Note that by removing a single Ace from a two-deck game, the edge moves towards the player by 2.75%. This is a tremendous change in edge for a single card and indicates that this bet is highly countable.  Intuitively, an Ace is the only card that cannot be part of a three-card busting hand, so removing Aces is very good for the player-side. Similarly, removing a single six from the two-deck game shifts the edge towards the house by 2.05%. A six forms the most bustable hand (T, 6). Likewise, sixes are required for the top payout of 15-to-1. The EOR for a seven is unexpectedly low. However, sevens create standing two-card totals (T, 7). Moreover, sevens only bust the two-card dealer starting totals of 15 and 16.

Based on these EOR’s, I developed and evaluated three card counting systems:

System #1 is the “optimal” system. I simply use the EOR’s to two decimal places, scaled to make the index for an Ace equal to 3. It is not feasible to use system #1 at the table, but it is useful to analyze as it gives an upper bound for the profit available by card counting BI.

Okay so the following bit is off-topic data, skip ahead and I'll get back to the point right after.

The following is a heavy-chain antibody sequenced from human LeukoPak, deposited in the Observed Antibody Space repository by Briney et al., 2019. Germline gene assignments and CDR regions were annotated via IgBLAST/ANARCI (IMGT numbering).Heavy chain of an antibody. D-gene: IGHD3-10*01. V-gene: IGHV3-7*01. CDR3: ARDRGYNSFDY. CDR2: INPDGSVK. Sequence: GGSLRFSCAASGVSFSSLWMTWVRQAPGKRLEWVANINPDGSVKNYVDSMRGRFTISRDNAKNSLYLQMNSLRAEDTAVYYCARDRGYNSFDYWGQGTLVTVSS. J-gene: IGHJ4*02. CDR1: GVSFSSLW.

• System #1 (optimal) = (3.00, 2.18, 1.65, 0.95, 0.03, -2.23, -0.53, -0.93, -1.03, -0.77).

System #2 is a balanced card counting system based on rounding the values given in system #1. The betting correlation for system #2 is 0.987, which means it captures 98.7% of the betting information available by using the optimal system #1.

• System #2 = (3, 2, 2, 1, 0, -2, 0, -1, -1, -1).

As a reminder of the notation I am using, the card counting tags are:

• A =+3
• 2, 3 = + 2
• 4 = +1
• 5, 7 = 0
• 6 = -2
• 8, 9, T = -1

System #2 is still too difficult for most APs to use in practice. It turns out there is an excellent alternative. System #3, given below, captures much of the strength of system #2 but can be learned in a few hours. The betting correlation for system #3 is 0.904, which means it captures 90.4% of the betting information available by using the optimal system #1.

• System #3 = (2, 1, 1, 0, 0, -2, 0, -1, -1, 0).

To analyze these three systems, I ran one hundred million (100,000,000) two-deck shoes, with the cut card placed at 75 cards, for each system. The following table summarizes the results of these simulations: